Mr Lansley

  63. You used the word "premium". By "premium" in this context, do you mean effectively having some form of levy in order to provide an incentive for nuclear power generation?
  (Mr Kirwan) We are not prescribing a particular mechanism for that recognition to reach nuclear generators. In the case of renewables, the scheme the government is now putting in place, it is a form of additional premium to market price. If it were to be done that way, it would effectively be customers paying marginally extra in their total electricity bill to contribute both to renewables and to nuclear in the same way.

  64. Marginal, but the size of the margin is significant to customers in a context where they have seen stable or reducing energy prices. I understand the point you are making, that there is a difference between your costs and those of alternative producers, particularly gas. One pence per kilowatt hour is broadly speaking the size of that difference by implication, if nuclear is a quarter of all energy, then 0.25 pence per kilowatt hour of all energy consumption will meet that gap. The question is: is the gap met by reducing the cost of nuclear power generation or by increasing the price paid for electricity produced from other forms of generation? I think it matters a great deal. My colleague was asking you about exemption from the Climate Change Levy. What does that contribute because that, by implication, does not impose additional costs on customers through other forms of generation. It would be reducing the cost to you. What benefit from that one pence per kilowatt hour would be offered to you?
  (Mr Kirwan) 0.4 pence. It could be done by a mechanism which alleviates costs that other generators have to pay, in which case the consumer does not pay any extra or it could be achieved through—

  65. It is a significant part?
  (Mr Kirwan) But not quite sufficient.
  (Mr Ham) There are two quite different routes which one can go down in terms of making sure the market signals do point towards CO2 free generation, as I am sure Members of the Committee will know. You can go the tradeable permits route, where the cash flow does not go into the Treasury's pockets; or you can look at a tax type of approach where it does. Clearly, international coordination on climate change will be very important. Some countries—the US might be one of them—are particularly resistant to a route where you are looking at a carbon tax but more receptive to tradeable permits. We are not trying to highlight which mechanism the government can go down. We are highlighting the kinds of figures which we feel would allow nuclear definitely to be considering replacement build over the next two decades.

Sir Robert Smith

  66. On the waste issue, in terms of legacy waste versus current operating waste, if you cast yourself forward 50 years and back 50 years, what would the ratio of the historic waste over the past 50 years be, if you replaced the current generation?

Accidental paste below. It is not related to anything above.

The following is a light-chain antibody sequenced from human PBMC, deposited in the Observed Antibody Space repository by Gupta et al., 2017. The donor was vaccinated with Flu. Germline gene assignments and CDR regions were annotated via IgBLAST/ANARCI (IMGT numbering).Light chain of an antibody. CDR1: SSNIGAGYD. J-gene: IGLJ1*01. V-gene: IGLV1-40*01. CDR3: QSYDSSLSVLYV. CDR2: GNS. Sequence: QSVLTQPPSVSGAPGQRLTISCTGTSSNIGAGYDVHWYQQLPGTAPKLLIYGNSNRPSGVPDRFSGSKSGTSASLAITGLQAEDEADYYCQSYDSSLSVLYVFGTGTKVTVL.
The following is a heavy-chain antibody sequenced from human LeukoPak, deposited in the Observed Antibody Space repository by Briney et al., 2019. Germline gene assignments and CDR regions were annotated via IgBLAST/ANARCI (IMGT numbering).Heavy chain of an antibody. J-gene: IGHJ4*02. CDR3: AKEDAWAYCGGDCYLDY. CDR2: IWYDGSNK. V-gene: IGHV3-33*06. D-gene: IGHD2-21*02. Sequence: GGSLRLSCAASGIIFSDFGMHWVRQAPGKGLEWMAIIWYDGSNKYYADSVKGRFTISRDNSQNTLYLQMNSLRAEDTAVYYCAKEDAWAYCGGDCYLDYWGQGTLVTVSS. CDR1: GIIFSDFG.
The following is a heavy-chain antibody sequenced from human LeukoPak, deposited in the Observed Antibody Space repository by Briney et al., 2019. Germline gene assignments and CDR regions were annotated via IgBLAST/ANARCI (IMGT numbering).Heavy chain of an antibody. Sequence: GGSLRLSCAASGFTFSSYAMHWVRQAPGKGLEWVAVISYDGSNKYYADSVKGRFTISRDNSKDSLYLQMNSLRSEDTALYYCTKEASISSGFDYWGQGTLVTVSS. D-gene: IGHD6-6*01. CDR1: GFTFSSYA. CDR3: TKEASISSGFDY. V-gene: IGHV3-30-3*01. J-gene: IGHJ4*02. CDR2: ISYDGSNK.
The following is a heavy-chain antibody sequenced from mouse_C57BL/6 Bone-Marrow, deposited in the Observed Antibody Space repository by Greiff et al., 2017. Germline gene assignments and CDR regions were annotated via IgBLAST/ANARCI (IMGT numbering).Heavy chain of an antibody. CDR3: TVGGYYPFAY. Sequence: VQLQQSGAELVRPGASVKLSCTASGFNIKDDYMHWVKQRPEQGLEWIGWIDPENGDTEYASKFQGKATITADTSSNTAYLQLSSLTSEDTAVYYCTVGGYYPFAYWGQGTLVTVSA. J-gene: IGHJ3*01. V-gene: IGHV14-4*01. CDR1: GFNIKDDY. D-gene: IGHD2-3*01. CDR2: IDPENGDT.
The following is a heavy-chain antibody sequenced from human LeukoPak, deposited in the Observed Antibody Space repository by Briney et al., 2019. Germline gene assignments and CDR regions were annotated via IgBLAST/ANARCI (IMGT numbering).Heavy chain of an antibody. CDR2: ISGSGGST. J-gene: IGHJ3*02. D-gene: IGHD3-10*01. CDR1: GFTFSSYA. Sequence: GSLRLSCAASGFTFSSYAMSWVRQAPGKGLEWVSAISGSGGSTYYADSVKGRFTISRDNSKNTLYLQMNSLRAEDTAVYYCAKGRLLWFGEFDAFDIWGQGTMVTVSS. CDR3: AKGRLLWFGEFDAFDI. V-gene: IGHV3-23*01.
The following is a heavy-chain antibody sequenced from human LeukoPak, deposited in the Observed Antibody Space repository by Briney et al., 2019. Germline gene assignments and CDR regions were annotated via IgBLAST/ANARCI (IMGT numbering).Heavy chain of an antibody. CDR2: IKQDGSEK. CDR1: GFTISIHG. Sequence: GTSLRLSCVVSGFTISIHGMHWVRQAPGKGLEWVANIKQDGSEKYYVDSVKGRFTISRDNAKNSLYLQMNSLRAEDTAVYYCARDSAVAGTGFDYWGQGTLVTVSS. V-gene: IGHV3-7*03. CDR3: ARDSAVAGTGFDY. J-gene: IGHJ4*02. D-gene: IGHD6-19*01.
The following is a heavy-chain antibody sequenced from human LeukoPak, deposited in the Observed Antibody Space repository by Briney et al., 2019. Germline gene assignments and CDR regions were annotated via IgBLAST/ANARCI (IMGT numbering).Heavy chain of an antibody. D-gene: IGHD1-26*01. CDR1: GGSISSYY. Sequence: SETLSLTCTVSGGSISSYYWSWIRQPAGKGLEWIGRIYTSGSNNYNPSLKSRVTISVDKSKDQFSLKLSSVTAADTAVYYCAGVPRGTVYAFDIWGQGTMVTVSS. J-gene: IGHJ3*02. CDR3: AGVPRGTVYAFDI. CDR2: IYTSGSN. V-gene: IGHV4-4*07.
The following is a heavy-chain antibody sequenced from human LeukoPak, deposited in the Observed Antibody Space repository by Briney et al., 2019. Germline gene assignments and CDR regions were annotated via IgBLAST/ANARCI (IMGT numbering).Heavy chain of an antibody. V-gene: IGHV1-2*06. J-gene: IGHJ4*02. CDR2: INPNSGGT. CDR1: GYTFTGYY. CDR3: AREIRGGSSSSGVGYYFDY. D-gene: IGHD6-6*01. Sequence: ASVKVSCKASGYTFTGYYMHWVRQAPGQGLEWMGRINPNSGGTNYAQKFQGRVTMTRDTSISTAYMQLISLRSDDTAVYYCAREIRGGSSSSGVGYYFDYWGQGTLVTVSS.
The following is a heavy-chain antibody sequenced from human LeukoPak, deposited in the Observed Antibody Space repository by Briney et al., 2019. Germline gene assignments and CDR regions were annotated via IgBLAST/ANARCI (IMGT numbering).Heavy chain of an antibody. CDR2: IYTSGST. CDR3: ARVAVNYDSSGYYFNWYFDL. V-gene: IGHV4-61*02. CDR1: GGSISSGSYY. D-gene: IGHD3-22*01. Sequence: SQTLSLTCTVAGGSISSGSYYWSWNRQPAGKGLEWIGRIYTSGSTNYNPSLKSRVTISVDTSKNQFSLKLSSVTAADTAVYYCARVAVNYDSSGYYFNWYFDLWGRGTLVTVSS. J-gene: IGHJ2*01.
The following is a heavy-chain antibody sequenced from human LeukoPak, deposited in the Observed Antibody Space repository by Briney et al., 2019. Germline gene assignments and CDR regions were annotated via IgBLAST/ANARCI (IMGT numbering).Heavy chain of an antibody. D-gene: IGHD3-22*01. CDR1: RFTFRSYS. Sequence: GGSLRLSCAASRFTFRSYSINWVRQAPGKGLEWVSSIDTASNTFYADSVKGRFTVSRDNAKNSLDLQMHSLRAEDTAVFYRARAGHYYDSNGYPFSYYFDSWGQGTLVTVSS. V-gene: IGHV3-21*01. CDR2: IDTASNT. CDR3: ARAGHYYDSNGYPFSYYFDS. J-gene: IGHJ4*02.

(Mr Ham) A very useful figure that came out of RWMAC, the independent advisers on these issues, is that a replacement programme for all current nuclear power to fulfil the current electricity capacity generated would add to the existing intermediate level of waste by ten per cent. That is an indicator of the scale of existing legacy waste. It is very large in this country.

  67. Over the lifetime—?
  (Mr Ham) Of that fleet.


  68. Is that because the old stations were dirtier and the new ones are cleaner?
  (Mr Ham) Yes.
  (Mr Mayson) The Magnox stations produce more waste than an AGR and an AGR produces more waste than a modern PWR.

Mr Djanogly

  69. Mr Kirwan mentioned in relation to renewable energy that it has a part to play. Reading the BNIF paper, I thought you were rather dismissive of renewable energy in your own submission. Clearly you think differently but generally, beyond that, to what extent do you think that renewable energy does have a part to play and to what extent could renewable energy have a contribution to security of supply? Also, it would be appropriate to have some consideration of the price differential in relation to renewables.
  (Mr Ham) Climate change is a global problem and we do have to bear in mind that in the period to 2050 world population is expected to double. Demand for primary energy is expected to more than double. These are World Energy Council figures. Electricity is going to play a very big part in that massive increase in demand. It would be astounding for anybody to say that a huge proportion of that increase is going to come from nuclear. Therefore, it seems to me essential that renewables do play a much bigger role in future electricity generation than they do now. It is absolutely vital. In Britain, there are strong cases and good sites for a number of renewables and we expect the economics to improve but I am sorry if we did give this rather dismissive overall tone in our submission. That is now how we feel. We have in our membership, including British Energy, people in the business of renewables. Renewables must play a very much bigger role than they do now. What they can deliver over the next ten years I believe is not perhaps as great as many people would hope but they have to play a bigger role for the global reasons that I have just given you.